Barfüsser Church in Erfurt

Barfüsser Church in Erfurt, Germany

During a stay at an IBIS hotel in Erfurt I had a very special view from my room: The ruins of the Barfüsserkirche, a church named after an order of the Franciscan (‘Barfüsser‘), which had been destroyed in 1944.


Petersberg Citadel in Erfurt

Petersberg Citadel in ErfurtThe Petersberg Citadel is a well-preserved city-fortress in the centre of Erfurt. It was hardly destroyed in wars and escaped the demolition in the 19th century. A tour along the old guard’s path provides insights into the fortress architecture and panoramic views of the city’s sights.

Public Art Sculptures

‘Die Sendung mit der Maus’ in Erfurt

Sculptures 'The program with the mouse' in Erfurt, Germany

These sculptures in Erfurt show two protagonists from the children’s show ‘Die Sendung mit der Maus‘ (The Show with the Mouse). Since 1971, this German TV series has been explaining complex facts in easy-to-understand terms. For entertaining the children, informative stories alternate with humourous clips.

Coat of arms Manhole Covers

Manhole cover in Erfurt

Manhole cover in Erfurt, Germany

The manhole covers in the Thuringian capital Erfurt show the city arms. The wheel in this coat of arms is derived from the Wheel of Mainz (Mainzer Rad). This is an indication of the time when Erfurt formed part of the archbishopric of Mainz.

Renaissance Signs

House sign ‘Zum Stockfisch’

House sign 'Zum Stockfisch' (To the Stockfish) in Erfurt, Germany

This house sign is placed at a Renaissance building in Erfurt, generally known as the Haus zum Stockfisch (House to the Stockfish). Present-day this edifice houses the municipal museum of Erfurt.

Public Art Sculptures

Käpt’n Blaubär and Hein Blöd in Erfurt

Käpt'n Blaubär and Hein Blöd in Erfurt, Germany

These sculptures on the river Gera in Erfurt represent Käpt’n Blaubär and Hein Blöd. Both were stars in a German children’s comedy television series. Käpt’n Blaubär (Captain Bluebear) also appeard in the educational children’s television series Die Sendung mit der Maus.

Railway Stations

Old railway station of Erfurt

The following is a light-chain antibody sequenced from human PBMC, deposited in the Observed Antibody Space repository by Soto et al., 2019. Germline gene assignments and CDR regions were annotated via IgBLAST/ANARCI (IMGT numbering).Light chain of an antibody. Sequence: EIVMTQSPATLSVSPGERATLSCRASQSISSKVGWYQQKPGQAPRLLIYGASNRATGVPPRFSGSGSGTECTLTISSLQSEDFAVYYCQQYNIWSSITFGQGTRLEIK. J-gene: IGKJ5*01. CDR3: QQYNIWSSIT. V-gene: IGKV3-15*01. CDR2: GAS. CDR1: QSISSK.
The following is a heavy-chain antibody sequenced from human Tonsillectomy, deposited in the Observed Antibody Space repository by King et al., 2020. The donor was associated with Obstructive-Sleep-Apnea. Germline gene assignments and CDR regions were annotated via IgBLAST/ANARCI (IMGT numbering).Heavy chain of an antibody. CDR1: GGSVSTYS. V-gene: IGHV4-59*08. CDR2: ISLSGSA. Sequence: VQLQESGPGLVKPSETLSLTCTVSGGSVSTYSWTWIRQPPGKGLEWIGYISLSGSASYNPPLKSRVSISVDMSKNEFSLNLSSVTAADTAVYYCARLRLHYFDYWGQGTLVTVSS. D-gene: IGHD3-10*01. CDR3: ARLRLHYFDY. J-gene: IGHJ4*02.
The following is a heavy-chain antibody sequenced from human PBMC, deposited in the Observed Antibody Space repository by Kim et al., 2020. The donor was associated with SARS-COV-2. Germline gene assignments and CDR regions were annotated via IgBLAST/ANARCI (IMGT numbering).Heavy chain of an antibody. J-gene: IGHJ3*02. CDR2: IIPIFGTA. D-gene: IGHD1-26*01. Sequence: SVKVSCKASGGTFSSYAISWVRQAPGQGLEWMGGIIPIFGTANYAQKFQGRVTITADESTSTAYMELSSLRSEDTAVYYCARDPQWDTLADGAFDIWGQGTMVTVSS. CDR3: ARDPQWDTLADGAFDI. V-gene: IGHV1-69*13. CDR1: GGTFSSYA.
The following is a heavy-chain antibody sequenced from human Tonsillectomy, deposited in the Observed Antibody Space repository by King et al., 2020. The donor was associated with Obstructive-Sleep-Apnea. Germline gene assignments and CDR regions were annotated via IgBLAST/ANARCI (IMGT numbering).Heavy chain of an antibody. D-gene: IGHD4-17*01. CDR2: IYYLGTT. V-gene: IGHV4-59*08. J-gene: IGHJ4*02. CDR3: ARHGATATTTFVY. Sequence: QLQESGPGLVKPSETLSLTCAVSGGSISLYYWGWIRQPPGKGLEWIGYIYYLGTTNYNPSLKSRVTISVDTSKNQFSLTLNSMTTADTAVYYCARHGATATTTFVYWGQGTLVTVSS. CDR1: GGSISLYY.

Old railway clock tower of Erfurt, Germany

The first railway station building of Erfurt was in operation from 1846 – 1890. Today the tower is still in use as public clock but the main building hosts offices of the German Railways now.

Public Art Sculptures

‘The Little Sandman’ in Erfurt

Sculpture 'The Little Sandman' in Erfurt, Germany

‘Please take a seat but be careful don’t fall asleep!’ This sculpture named Little Sandman (Sandmännchen) refers to a German children’s bedtime television programme using stop motion animation. It happens to be that both parts of Germany, East and West, had broadcasted such a series with slightly different figures.


Krämerbrücke in Erfurt

Bridge covered with 32 inhabited houses: Krämerbrücke in Erfurt, Germany

The Krämerbrücke is a bridge covered with 32 inhabited, half-timbered buildings. Most of these buildings houses artisans’ and antique shops. In building N° 31 a permanent exposition informs about the past and present of the Krämerbrücke.

Architecture Gothic

Collegium Maius in Erfurt

Gothic windows of the Collegium Maius in Erfurt, Germany

The Colleqium Maius was used as main building of the Universität of Erfurt in the years 1392-1816. The windows depicted above were built in 1511/13. Nowadays they are part of a reconstruction as the original building was destroyed at the end of World War II.

Murals Street Art

Street art in Erfurt

Street art in Erfurt, Germany

Street art seen at a station of the local power supply company near the old city wall of Erfurt. I suppose these two guys are astronauts or – speaking in terms of East Europe – cosmonauts. It happens to be I came across more than one time such depictions of cosmonauts in Erfurt.

City Walls

City wall of Erfurt

11th century city wall of Erfurt, Germany

This pic show the remains of the oldest city wall (11th century) of Erfurt. The depicted wall, generally known as Innere Johannesmauer, had been demolished in 1875. Red and blue street name signs still give a hint which streets were inside or outside the city walls in earlier times.